There are also possible signs of large scale Lorentz violation in the cosmic observations, e.g. the anisotropies in the low-l multi-pole expansion of CMB power spectrum. The normals of quadra-pole and octopole are not coincided with the direction of dipole which indicates the boost transformation from CMB static frame to the peculiar motion frame is not a simple Lorentz boost[4]. The significant tension between values of Hubble constant directly measured by the distance ladder method and the measurement by $ \Lambda $CDM model from CMB observation is possibly another sign of physics beyond the standard cosmological model based upon local Lorentz invariant gravitation theory, the $ \Lambda $CDM model[5].

      General relativity is a very successful gravitation theory at least at small scale. When general relativity is applied to the larger scale, there appear some deviations from its predictions which are usually not recognized as deviations but as effects caused by unknown energy-momentum distribution named as dark matter and dark energy in turn. One has to take dark energy into account when dealing with the cosmic scale physics. Due to the possible frozen Lorentz violation at large scale, the effective theory of gravity at the cosmic scale has to take Lorentz violation into account and it will be inevitably a non-Einstein gravitation theory for the theory of general relativity is local Lorentz invariant. Actually the $ \Lambda $CDM model is very successful at explaining most cosmological phenomenon by adding cosmological constant term into Einstein theory of gravity,

      $ \begin{split} {{S}_{E}} = \frac{1}{16\pi G}\int{{{d}^{4}}x}\sqrt{-g}\left( R-2\Lambda \right) \end{split} $

      (1)

      or

      $ \begin{split} {{R}_{\mu \nu }}-\frac{1}{2}R{{g}_{\mu \nu }}+\Lambda {{g}_{\mu \nu }} = 8\pi G{{\left( {{T}_{M}} \right)}_{\mu \nu }} \,, \end{split} $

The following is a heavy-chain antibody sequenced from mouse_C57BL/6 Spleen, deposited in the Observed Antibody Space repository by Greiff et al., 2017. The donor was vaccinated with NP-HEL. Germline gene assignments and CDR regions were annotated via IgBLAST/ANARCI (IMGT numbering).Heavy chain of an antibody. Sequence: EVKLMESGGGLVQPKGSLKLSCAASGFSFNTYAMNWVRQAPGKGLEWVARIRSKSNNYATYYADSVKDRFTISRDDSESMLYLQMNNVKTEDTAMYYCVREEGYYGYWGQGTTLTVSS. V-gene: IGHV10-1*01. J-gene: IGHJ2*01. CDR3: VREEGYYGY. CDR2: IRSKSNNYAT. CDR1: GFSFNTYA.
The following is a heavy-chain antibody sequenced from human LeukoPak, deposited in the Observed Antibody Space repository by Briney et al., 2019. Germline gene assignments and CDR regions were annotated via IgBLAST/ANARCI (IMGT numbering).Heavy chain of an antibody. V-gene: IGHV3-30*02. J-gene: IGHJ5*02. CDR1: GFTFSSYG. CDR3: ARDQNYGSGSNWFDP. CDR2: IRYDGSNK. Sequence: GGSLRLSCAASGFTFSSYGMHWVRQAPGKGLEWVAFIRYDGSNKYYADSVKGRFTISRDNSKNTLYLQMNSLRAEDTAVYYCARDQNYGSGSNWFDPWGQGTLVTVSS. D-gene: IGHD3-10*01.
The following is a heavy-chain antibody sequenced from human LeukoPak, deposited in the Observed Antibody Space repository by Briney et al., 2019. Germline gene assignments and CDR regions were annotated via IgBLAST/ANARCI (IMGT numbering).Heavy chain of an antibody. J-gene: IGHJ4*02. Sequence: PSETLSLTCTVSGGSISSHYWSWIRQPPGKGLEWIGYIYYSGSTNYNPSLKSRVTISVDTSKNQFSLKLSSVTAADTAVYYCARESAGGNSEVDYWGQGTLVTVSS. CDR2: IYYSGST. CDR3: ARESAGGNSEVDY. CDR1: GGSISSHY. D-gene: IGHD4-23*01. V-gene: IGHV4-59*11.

(2)

      where $ \Lambda $ is the cosmological constant which can also be regarded as the vacuum energy density. However, there is a big puzzle about cosmological constant when it is regarded as the vacuum energy density for the theoretical prediction on its value is of 54 to 112 order of 10 higher than the value fitted by observation. One has to take fine tuning as a solution which lowers the confidence level of the model so as to be hard accepted[6]. The idea of large scale Lorentz violation is first proposed in 2015[7]. The framework of constructing large scale effective gravity with LV is build up as a modified gravity model with gauge principle via the equivalence principle by utilizing the constrain dynamics and the very special relativity(VSR) symmetry[7-10].

      On the other hand, the low energy theory of physics describing the Nature is believed to be an effective quantum field theory derived from a fundamental quantum gravity theory which is far from well understood and has many possible candidates. Although string theory can supply many possible links between the fundamental unified theory and the low energy effective theory, it has an obvious shortage that there are too many possible vacua, of the order of $ 10^{500} $, when compactifying the extra six dimension to get a four dimensional effective low energy theory. The vacuum energy of different cacua constituent a complex landscape[11]. Anti-de Sitter type of vacua from flux compactification of string are generic and supersymmetry preserving. To account for the late time accelerating expansion of the universe, one need to lift the negative anti-de Sitter vacuum energy to a meta-stable positive de Sitter one with some unnatural techniques in string theory[12,13]. However the low energy effective field theories built on these meta-stable de Sitter vacuum do not have a UV completion hence are classified as belonging to the swampland in contrary to the lanscape because they are not supposed to be consistent with quantum gravity are not able to derived from landscape[11,14]. To explain the accelerating expansion by $ \Lambda $CDM model one seems to need a stable or meta-stable dS vacua to supply a minimum of the potential energy density as the cosmological constant. Unfortunately, the tension between swampland condition and inflation excludes the dS type of potential as favorable one leaving the only allowed potentials with quintessence and AdS types[15]. Can the universe with an AdS vacuum expand accelerating? Is the quintessence a fundamental canonical scalar field or the quintessence type of potential emerged from other fundamental mechanism? We try to investigate the problem in a different view of point within the framework of effective gravity with large scale LV following the pioneer papers[7-10].